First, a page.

Combined with new dorms and a landscaped walkway, the building will transform the East Campus.

These days, campus eyes are looking east. There, on the site of the Social Dorms, the College will build a new Science Center with a focus on environmental sustainability and adaptability.

“The way we teach science and conduct research has changed dramatically in the decades since Merrill was built,” said Anthony Bishop, associate professor of chemistry and chair of biochemistry and biophysics. “We’re looking forward to flexible spaces in the new building that allow for innovative and modern ways of teaching science.”

Designed by Payette Associates, the firm behind the Beneski Earth Sciences Building, the 250,000-square-foot science building will contain an innovative mix of classrooms and research and teaching laboratories. Upon completion in fall 2018, it will house the biology, chemistry, computer science, neuroscience, physics, psychology and biochemistry-biophysics departments. With an estimated cost of $214 million, the facility will accommodate approximately 80 percent of all science classes, as well as 15 to 20 percent of all non-science classes. This cross-pollination is deliberate and aims to encourage interdisciplinary study and foster learning communities.

Preliminary planning image

This preliminary planning image illustrates the proposed locations for the new buildings
(in yellow, with science center at right and dorms at left)
and does not represent the actual design, which will evolve in the coming months.

But that’s just one aspect of the transformation in store for the East Campus. To replace the Social Dorms, new residence halls will be built to the south of Merrill, where the temporary dorms Plaza and Waldorf are now located. Kyu Sung Woo Architects, known for their work at Bowdoin, Brandeis, Dartmouth and Harvard, were chosen to design residence halls that have more shared common areas and a neighborhood feel.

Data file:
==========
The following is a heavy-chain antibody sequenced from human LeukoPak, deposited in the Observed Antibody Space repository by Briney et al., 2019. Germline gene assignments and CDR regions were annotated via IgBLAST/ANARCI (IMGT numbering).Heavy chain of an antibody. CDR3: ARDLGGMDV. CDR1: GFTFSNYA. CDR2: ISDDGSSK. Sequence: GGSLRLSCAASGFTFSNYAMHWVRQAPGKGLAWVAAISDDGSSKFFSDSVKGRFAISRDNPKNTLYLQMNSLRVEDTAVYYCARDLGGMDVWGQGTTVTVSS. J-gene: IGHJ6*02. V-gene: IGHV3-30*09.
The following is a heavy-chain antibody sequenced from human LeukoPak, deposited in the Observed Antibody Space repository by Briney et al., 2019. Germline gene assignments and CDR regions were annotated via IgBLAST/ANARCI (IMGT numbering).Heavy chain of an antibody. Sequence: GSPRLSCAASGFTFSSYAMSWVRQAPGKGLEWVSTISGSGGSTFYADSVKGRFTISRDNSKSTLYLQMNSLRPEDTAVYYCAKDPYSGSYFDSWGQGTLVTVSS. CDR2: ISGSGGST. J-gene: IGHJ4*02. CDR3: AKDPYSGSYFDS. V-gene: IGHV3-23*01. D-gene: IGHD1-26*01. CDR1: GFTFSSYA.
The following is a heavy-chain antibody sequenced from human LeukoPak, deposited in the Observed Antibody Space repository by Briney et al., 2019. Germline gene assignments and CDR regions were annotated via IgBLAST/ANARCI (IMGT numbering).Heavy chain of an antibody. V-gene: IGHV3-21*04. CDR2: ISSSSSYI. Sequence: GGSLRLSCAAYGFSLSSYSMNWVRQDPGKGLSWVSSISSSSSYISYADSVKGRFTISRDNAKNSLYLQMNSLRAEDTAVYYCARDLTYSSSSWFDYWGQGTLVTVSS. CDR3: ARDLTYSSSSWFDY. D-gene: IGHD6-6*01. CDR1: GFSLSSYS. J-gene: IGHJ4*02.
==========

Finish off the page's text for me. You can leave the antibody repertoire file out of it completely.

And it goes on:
And then there’s the Greenway—an ADA-compliant landscaped walkway lined with trees and benches—which will meander from Valentine Dining Hall along a reconfigured Mead hillside, past the new Science Center and down to the new dormitories on the southern end.

“The Greenway is vital to connecting the planned Science Center and housing into the fabric of the campus,” said Jim Brassord, chief of campus operations. “It encourages foot traffic and outdoor gatherings while offering new paths of movement around the perimeter of the hillside.”

Designed by the award-winning Michael Van Valkenburgh Associates, who created New York’s Brooklyn Bridge Park, the Greenway will offer numerous spaces for students to socialize and work outside on group projects. In addition to promoting more interaction within the community, it aims to connect the older and newer parts of campus.

“With the new dorms and the Greenway,” said Abigail Bliss ’15, a student member of the Facilities Framework Committee, “Amherst will blur the boundary between living and learning.”
President Biddy Martin sees the transformation of the East Campus as reflecting Amherst’s resolve to steward its resources wisely and its values as a preeminent liberal arts institution. “We’re creating a world-class science center, sited in the context of a compelling vision for the future development of the campus. The benefits to students and faculty will be immediate, tangible and long-term.”